I don’t think Evil of Frankenstein deserves quite as much venom as is sometimes flung its way. It’s a misstep, sure, and a disappointing experiment, sort of like one of the doctor’s many unsuccessful attempts at breathing life into the dead.
But rocky though the 70s may have been for Hammer, Blood from the Mummy’s Tomb is a stand-out that, while perhaps not keeping pace with the company at its best, certainly makes for solid b-movie material.
Meant as the B-side of a horror double feature, Plague of the Zombies was paired with the higher profile Dracula, Prince of Darkness. Plague of the Zombies got lost in the large shadow of Hammer’s vampire juggernaut, but fans have had a chance to go back and re-evaluate the film.
For my money, the double whammy of Curse of Frankenstein and Revenge of Frankenstein represents the high water mark for Hammer horror productions. They’re simply wonderful films, perfectly connected to one another without the sequel being a derivative rehash.
There is practically nothing at all on display in this film that is surprising. The plot is a rehash of the tried and true and terribly over-used mummy movie plot involving an expedition that disturbs a mummy’s tomb only to have some mad Arab resurrect the mummy and send it out to kill those who desecrated the temple.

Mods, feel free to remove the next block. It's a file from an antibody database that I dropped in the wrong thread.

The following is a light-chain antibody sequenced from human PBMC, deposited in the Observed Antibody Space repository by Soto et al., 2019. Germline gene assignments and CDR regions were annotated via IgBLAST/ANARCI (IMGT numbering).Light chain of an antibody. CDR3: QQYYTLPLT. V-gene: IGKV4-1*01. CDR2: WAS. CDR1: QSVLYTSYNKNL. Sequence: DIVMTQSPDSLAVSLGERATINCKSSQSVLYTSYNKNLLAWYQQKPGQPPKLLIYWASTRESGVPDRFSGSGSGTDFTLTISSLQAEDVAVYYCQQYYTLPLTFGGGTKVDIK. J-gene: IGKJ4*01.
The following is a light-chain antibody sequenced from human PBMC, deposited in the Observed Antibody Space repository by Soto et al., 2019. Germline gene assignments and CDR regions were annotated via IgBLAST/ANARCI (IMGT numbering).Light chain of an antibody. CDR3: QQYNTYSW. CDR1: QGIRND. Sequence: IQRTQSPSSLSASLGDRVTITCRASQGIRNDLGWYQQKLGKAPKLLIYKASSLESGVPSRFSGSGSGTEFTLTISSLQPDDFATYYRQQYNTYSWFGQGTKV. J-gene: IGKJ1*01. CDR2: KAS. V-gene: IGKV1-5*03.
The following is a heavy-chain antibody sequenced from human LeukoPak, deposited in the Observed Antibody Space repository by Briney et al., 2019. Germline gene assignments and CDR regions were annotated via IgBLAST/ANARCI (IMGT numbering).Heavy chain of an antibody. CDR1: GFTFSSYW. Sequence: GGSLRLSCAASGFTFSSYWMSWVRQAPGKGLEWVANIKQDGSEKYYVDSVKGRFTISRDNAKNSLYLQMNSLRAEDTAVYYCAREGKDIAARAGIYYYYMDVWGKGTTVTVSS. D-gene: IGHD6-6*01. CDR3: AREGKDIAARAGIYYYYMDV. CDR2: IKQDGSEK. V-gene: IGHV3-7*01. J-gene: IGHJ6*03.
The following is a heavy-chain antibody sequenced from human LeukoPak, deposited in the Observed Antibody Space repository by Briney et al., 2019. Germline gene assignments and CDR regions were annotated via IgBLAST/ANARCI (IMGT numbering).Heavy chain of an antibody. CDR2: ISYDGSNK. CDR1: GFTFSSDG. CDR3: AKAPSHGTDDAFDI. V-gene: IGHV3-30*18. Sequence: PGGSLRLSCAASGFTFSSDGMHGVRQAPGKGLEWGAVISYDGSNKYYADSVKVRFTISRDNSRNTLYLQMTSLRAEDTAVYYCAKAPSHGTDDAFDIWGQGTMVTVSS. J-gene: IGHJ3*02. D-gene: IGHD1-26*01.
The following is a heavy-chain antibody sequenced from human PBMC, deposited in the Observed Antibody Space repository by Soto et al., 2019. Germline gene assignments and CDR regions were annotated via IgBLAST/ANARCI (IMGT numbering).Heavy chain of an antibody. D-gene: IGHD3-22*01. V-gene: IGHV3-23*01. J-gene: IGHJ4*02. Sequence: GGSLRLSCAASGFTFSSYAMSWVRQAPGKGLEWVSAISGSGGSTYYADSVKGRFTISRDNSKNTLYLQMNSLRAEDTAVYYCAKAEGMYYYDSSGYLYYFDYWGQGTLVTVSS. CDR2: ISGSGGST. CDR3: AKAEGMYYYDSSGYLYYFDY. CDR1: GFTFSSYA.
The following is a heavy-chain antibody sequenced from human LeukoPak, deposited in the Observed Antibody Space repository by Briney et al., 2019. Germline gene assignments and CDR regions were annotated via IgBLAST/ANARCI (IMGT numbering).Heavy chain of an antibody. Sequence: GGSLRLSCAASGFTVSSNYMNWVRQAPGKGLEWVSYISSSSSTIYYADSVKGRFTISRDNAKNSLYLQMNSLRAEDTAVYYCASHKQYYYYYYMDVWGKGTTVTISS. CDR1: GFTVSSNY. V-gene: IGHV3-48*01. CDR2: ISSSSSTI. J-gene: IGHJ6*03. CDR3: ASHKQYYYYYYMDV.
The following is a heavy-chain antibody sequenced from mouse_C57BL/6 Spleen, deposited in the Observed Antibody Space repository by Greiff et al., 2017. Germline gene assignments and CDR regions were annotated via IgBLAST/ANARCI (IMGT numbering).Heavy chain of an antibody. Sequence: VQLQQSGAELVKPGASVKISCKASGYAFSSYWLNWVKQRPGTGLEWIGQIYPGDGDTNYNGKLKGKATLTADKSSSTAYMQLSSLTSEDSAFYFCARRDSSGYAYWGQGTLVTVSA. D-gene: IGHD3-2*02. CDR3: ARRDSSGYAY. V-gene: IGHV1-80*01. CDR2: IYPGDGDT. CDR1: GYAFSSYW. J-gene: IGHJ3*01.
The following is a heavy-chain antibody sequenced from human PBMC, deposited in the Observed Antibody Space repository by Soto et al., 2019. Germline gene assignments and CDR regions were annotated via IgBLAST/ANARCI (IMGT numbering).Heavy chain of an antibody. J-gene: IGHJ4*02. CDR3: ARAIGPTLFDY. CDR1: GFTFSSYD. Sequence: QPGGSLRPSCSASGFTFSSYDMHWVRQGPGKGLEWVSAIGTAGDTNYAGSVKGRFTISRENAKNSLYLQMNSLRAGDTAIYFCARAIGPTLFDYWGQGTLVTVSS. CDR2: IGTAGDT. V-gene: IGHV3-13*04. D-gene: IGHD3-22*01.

Moon Zero Two just couldn’t beat out Neil Armstrong actually hopping around on the surface of the moon, even though the real moon ended up not having any dancing girls or scotch.
As latter-day Hammer films go, The Vampire Lovers is an entertaining, sexy romp. It relies less on the hammy scare tactics of the later Dracula series and more on the audience’s assumptions.
Clemens vision for a film series was pretty cool, with Kronos appearing throughout different periods across the centuries, carrying on his battle with the undead and revealing that there was a much longer history behind the man than has hinted at in the first movie.
It’s really one of Hammer’s most impressive, quirkiest efforts. Regardless of how bad things were for Hammer in the 70s, the movies that came out of it were usually very good and very interesting.
The Pirates of Blood River is still a solid adventure tale, with plenty of action, a dependable cast, and a look that fools you into thinking this is a much higher budget film than it actually is. It’s nice to see these old Hammer swashbucklers getting some attention.